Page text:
the States, are reserved to the States respectively, or to the people.

When I was younger, I thought that anything good was constitutional, and anything bad was unconstitutional. I later learned that is incorrect. There have been things in the constitution that were bad, or wrong, or needed improvement, and that is why the constitution has been amended. I also learned that the rule of law is more important than the whim of public opinion at any given time as to what is good or what is bad.


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 Post subject: Re: Voting in America just got a bit harder
PostPosted: Sat Oct 06, 2012 10:31 am 
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Beyonder wrote:
I believe the line "a more perfect union" is actually in reference to the Articles of Confederation, which was the first governing document of the United States. The Constitution replaced it.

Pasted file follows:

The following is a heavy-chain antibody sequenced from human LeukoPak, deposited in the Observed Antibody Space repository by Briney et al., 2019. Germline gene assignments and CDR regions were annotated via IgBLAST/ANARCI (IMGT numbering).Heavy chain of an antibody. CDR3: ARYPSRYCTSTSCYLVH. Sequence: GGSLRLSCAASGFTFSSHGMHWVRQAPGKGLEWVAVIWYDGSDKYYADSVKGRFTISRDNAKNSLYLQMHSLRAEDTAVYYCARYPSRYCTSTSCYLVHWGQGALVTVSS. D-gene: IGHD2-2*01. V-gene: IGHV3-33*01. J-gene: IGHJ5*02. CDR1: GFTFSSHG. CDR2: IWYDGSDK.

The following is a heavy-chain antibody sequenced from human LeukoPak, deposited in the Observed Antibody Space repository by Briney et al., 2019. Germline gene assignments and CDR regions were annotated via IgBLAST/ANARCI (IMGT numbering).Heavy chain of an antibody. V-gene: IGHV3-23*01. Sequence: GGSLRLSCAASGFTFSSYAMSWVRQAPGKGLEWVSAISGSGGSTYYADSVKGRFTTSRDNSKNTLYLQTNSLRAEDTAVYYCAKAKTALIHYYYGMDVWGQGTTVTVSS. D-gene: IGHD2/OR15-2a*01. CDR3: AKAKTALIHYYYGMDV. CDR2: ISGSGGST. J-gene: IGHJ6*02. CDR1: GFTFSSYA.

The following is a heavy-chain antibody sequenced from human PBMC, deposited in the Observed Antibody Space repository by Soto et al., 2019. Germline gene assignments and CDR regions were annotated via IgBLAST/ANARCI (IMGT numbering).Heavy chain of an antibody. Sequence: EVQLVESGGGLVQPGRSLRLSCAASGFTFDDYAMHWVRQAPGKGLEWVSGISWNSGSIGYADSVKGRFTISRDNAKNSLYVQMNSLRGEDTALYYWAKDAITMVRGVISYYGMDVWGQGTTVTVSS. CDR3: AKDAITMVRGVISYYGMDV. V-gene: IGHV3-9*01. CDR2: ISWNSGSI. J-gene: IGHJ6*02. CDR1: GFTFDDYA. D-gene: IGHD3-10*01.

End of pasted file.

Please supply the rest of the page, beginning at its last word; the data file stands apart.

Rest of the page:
Not quite. It is in the Preamble of the US Constitution:

Preamble
We the People of the United States, in Order to form a more perfect Union, establish Justice, insure domestic Tranquility, provide for the common defence, promote the general Welfare, and secure the Blessings of Liberty to ourselves and our Posterity, do ordain and establish this Constitution for the United States of America.

Beyonder wrote:
I find our Constitution both unfair and poorly constructed compared to more modern documents. At the time of creation I think it was revolutionary and groundbreaking, but some of it is simply wrong. Nobody seems to have the foggiest clue what the second amendment means. Powers of war are confusing and nebulous at best. The powers of the executive are increasingly creeping into the legislative branch.

If you selectively ignore it, then you have anarchy. The US Supreme Court has the responsibility of clarifying the constitution with regard to what it means.

Beyonder wrote:
And coming full-circle to the original point of the thread, the whole notion of winner-take-all voting is, at some basic level, completely flawed. Proportional representation is more egalitarian, and most modern democracies use it. And don't even get me started on the electoral college.